Ellen Dunham-Jones leads discussion of strategies for dealing with shuttered shopping malls.

Ellen Dunham-Jones leads discussion of strategies for dealing with shuttered shopping malls.

Georgia Tech’s Ellen Dunham-Jones (watch her TED talk!) joined architect and Birmingham City Commissioner Mark Nickita to lead discussion of the possibilities for updating the commercial corridors and neighborhoods of the last half century to meet the growing demand for walkable communities and a wider variety of housing choices: as families with school-aged children become a smaller share of households, communities must offer some draw beyond the formula of a good school district and single-family homes with enough bedrooms. This formula worked from the 1950s through the 1980s, when Baby Boomers and Millennials were growing up, but we know that the preferences of those demographics have shifted to living in places with more, well, place to them.

While those post-war suburbs are starting without some of the assets that support placemaking in older downtowns and neighborhood nodes, they have a huge asset in their huge, single-owner commercial parcels.  As Nickita pointed out, a vacant Kroger and its expanse of cracking parking lot may offer the same acreage as all of downtown Plymouth, or the entire Mackinac Island townsite, with relatively few complications standing in the way of implementing a new strategy.  A single large commercial parcel can therefore support the creation of an entire new walkable, mixed-use neighborhood center, without any changes or disruption required in the surrounding area.

This is by no means a fast or easy process, but a committed city with engaged private development partners can combine complete streets, green infrastructure, good urban design, careful market research, and updated policies to provide their residents–new and old–with the sense of place that will serve them for the next few generations.

We’re proud to be part of Michigan’s leadership in building on place, but that doesn’t mean we’re content to rest on our laurels or pretend we’ve got everything figured out.  We’re still learning as we go, and updating our practice as we figure out what’s working well and what needs more attention in our communities.  As a result, many of the projects in this year’s third cycle of the PlacePlans program look very different from the initial pilots!

Yesterday, at the Building Michigan Communities conference, I was joined by some of our on-the-ground partners to talk about the different types of projects we’ve undertaken, and how the program has grown:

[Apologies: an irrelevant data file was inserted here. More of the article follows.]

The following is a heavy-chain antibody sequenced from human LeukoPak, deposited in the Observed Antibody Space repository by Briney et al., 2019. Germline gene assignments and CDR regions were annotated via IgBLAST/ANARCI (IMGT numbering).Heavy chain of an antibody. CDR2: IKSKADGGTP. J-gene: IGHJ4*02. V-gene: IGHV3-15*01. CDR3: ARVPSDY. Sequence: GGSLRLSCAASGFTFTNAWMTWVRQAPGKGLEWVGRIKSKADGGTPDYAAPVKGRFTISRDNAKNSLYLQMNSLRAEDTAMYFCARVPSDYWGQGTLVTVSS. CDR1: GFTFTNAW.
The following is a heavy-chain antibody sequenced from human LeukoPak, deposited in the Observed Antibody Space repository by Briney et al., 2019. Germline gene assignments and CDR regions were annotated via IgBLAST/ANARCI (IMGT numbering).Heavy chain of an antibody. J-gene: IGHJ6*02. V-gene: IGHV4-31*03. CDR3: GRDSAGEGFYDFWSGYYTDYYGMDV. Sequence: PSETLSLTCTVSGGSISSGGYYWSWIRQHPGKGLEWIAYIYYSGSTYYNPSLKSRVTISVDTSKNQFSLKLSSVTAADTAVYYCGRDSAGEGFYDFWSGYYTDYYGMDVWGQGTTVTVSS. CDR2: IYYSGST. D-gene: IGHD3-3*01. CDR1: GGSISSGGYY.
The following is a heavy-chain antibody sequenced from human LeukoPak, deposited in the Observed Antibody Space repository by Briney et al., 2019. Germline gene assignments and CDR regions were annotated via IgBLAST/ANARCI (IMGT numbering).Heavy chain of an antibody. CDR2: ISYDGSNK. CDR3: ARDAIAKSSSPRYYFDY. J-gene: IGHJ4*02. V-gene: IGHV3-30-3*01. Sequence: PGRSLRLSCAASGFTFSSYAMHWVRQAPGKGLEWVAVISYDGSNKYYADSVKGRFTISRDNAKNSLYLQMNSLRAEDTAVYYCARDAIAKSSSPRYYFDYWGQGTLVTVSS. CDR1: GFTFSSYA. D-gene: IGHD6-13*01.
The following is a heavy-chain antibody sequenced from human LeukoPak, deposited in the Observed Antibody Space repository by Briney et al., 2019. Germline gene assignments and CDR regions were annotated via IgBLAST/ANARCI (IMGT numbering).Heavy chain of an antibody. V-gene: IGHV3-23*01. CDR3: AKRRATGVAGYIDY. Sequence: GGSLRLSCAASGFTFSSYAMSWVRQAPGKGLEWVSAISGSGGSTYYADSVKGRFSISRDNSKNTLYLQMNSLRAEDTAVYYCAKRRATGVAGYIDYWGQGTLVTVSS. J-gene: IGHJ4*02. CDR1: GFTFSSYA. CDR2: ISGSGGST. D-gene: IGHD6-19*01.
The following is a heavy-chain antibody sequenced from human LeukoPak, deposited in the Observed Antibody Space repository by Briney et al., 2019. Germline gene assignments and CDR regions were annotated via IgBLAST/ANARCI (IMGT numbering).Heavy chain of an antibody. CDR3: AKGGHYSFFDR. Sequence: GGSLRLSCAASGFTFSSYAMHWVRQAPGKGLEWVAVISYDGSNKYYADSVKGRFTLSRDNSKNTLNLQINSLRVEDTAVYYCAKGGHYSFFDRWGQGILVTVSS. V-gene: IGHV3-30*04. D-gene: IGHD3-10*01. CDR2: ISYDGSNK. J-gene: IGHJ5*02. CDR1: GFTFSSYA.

Allegan's first phase of construction shows the evolution from the vision created during their PlacePlans design process to the nuts and bolts of engineering considerations.

Allegan’s first phase of construction shows the evolution from the vision created during their PlacePlans design process to the nuts and bolts of engineering considerations.

Rob Hillard, city manager of Allegan, hosted one of our first PlacePlans projects: in 2012, we first teamed up with the team of physical space design experts from MSU’s School of Planning, Design, and Construction to look at the City of Allegan’s downtown waterfront. Allegan is one of our best-case scenarios: less than 6 months after the PlacePlans team wrapped up work, local voters approved removing $500,000 from the city’s sinking fund to seed implementation, and the city was able to leverage that to secure another $567,000 from other sources: the city is currently out to bid for the first phase of construction, which will create a public plaza with stage and amphitheater while “both reducing and improving parking.” Even while we see this as a successful move from our work to results, watching Rob’s follow-through helped us understand how we needed to look at funding scenarios–and getting potential funders involved–early in the process to support that transition. With that in mind, we’ve kept Samantha busy in her new role as President of the League’s Foundation.

We also decided that, while the design process worked well for Allegan, it wasn’t the type of support that many of our cities were stating a need for.  Laura Lam, community and economic development director for Kalamazoo, talked about her experience in the second round of PlacePlans, when we assembled teams of private consulting firms to address targeted needs in some of our cities.

LSL's transportation expertise helped Kalamazoo weigh trade-offs within the existing bounds of Portage Street.

LSL’s transportation expertise helped Kalamazoo weigh trade-offs within the existing bounds of Portage Street: the city will be undertaking a trial reconfiguration of the street this summer in advance of a planned reconstruction.

The City of Kalamazoo is acting on several of the recommendations from our work, but perhaps the biggest impacts will come from the engagement of the neighborhood’s anchor institutions, such as  and Bronson Hospital, which has committed to reduce driving and parking demand to their campus and is hiring a bicycle coordinator in support of that goal.  To make those connections, we had to change directions mid-stream in our work to catch up to and coordinate with related discussions that KVCC was hosting around the development of their new Healthy Living Campus. This year’s approach to our work in Saginaw is strongly shaped by that experience: sometimes all the right pieces are already on the table, and figuring out how to put them together is more important than bringing anything novel.

Berkley addressed ambivalence over turning a downtown street into a festival plaza by jumping in and trying it out.

Berkley addressed ambivalence over turning a downtown street into a festival plaza by jumping in and trying it out.

Finally, Sarah Szurpicki, a partner with New Solutions Group, talked about the projects that her team facilitated in Berkley and Utica last summer. These two cities had pitched us projects that we liked, but that weren’t quite ready for the full PlacePlans approach, so we engaged Sarah to help them road-test some ideas. Not only did this help the cities figure out where to take these project, but our experience with those cities’ stakeholder groups helped us organize community members better in all of our projects: we’ve added a “community steering committee” to most of our PlacePlans this year, to make sure we’re not missing any voices or opportunities. Additionally, these two cities reinforced that small-scale efforts need to be exceptionally focused: Berkley’s project gave clearer direction for next steps because it was tightly focused on a single downtown block.

We’ll probably never do PlacePlans the same way two years in a row, and that’s a good thing: it means that, even with our successes, we keep figuring out how we could do better with the next one.